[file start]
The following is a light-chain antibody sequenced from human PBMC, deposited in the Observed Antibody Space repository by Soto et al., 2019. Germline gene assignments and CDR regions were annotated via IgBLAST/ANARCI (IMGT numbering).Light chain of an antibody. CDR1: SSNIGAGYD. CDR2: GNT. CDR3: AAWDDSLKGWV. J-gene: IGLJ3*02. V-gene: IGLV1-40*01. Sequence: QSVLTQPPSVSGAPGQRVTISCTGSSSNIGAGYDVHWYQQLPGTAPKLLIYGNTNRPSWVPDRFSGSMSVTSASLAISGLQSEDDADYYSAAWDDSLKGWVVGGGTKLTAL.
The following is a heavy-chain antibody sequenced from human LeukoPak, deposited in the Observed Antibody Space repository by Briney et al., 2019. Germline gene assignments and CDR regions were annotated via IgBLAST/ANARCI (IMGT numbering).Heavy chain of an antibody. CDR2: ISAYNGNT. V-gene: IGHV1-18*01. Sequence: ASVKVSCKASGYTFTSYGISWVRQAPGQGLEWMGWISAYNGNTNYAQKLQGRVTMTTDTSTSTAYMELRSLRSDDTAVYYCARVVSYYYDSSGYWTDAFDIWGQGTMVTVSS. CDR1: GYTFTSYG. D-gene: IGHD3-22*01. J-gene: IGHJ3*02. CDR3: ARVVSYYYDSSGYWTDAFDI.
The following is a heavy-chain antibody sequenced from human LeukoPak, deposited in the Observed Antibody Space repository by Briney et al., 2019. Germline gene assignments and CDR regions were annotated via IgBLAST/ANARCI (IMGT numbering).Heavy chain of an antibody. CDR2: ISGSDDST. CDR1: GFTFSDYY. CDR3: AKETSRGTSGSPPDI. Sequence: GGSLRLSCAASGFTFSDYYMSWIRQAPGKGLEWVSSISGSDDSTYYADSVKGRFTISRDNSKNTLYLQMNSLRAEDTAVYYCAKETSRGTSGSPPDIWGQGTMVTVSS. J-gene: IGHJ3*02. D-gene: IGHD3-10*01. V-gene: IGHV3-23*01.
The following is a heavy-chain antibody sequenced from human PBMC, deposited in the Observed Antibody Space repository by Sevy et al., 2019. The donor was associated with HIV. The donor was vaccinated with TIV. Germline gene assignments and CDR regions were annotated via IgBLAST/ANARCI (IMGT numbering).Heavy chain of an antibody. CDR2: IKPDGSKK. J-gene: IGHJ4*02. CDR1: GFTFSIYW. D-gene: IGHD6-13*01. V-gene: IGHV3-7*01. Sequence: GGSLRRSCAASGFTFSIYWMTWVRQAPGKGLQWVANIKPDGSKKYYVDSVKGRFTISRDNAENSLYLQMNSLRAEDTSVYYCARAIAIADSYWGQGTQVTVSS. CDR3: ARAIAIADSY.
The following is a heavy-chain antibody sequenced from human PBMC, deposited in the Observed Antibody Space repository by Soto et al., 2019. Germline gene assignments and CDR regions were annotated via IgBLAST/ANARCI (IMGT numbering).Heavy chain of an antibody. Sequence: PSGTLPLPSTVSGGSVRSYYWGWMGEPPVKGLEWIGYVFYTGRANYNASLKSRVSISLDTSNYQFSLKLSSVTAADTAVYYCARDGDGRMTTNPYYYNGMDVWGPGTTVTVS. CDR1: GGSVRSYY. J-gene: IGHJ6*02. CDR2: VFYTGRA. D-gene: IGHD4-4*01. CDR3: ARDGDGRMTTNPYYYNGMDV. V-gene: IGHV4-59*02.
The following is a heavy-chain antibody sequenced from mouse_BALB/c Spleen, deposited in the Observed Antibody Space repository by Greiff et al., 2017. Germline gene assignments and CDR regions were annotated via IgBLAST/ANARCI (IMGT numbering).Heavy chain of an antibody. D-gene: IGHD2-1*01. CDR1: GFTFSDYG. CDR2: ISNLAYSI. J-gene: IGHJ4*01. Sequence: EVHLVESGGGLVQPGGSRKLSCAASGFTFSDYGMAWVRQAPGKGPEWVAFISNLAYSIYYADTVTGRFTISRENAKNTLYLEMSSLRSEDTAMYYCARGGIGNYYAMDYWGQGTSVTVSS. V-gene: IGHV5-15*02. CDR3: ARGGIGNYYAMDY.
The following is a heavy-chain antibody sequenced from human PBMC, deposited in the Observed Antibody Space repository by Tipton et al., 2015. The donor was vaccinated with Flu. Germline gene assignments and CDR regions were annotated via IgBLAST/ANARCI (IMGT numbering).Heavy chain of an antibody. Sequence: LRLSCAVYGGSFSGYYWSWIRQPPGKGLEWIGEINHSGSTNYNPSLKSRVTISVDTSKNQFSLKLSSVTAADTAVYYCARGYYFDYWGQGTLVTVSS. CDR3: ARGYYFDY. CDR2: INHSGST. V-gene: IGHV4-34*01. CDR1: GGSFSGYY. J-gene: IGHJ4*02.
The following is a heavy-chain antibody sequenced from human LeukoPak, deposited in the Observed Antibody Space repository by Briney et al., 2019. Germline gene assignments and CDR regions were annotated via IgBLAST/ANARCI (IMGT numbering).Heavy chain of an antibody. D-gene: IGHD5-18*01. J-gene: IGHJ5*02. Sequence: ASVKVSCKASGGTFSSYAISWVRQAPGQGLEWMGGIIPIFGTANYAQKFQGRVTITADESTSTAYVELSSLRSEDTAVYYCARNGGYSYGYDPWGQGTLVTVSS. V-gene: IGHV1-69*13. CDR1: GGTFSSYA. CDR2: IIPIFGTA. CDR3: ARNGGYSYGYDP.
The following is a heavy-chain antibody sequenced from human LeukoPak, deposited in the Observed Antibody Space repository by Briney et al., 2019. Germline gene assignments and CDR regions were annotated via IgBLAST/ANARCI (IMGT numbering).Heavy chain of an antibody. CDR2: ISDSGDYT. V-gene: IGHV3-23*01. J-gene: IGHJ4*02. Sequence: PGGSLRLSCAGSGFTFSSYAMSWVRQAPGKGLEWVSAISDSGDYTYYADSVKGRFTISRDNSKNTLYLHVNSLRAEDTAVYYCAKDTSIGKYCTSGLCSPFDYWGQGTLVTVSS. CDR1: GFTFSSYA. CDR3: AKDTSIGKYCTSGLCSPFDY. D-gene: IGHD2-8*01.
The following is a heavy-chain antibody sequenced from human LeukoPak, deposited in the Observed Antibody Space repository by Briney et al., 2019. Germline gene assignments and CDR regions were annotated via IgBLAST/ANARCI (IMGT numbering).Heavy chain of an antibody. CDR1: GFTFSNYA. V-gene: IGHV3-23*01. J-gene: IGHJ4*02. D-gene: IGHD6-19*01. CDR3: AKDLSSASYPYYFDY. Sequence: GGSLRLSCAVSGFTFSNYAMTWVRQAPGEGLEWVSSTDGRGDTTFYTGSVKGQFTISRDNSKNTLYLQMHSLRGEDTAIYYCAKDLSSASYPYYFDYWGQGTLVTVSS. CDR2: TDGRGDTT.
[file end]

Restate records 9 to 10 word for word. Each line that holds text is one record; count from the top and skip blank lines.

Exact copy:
The following is a heavy-chain antibody sequenced from human LeukoPak, deposited in the Observed Antibody Space repository by Briney et al., 2019. Germline gene assignments and CDR regions were annotated via IgBLAST/ANARCI (IMGT numbering).Heavy chain of an antibody. CDR2: ISDSGDYT. V-gene: IGHV3-23*01. J-gene: IGHJ4*02. Sequence: PGGSLRLSCAGSGFTFSSYAMSWVRQAPGKGLEWVSAISDSGDYTYYADSVKGRFTISRDNSKNTLYLHVNSLRAEDTAVYYCAKDTSIGKYCTSGLCSPFDYWGQGTLVTVSS. CDR1: GFTFSSYA. CDR3: AKDTSIGKYCTSGLCSPFDY. D-gene: IGHD2-8*01.
The following is a heavy-chain antibody sequenced from human LeukoPak, deposited in the Observed Antibody Space repository by Briney et al., 2019. Germline gene assignments and CDR regions were annotated via IgBLAST/ANARCI (IMGT numbering).Heavy chain of an antibody. CDR1: GFTFSNYA. V-gene: IGHV3-23*01. J-gene: IGHJ4*02. D-gene: IGHD6-19*01. CDR3: AKDLSSASYPYYFDY. Sequence: GGSLRLSCAVSGFTFSNYAMTWVRQAPGEGLEWVSSTDGRGDTTFYTGSVKGQFTISRDNSKNTLYLQMHSLRGEDTAIYYCAKDLSSASYPYYFDYWGQGTLVTVSS. CDR2: TDGRGDTT.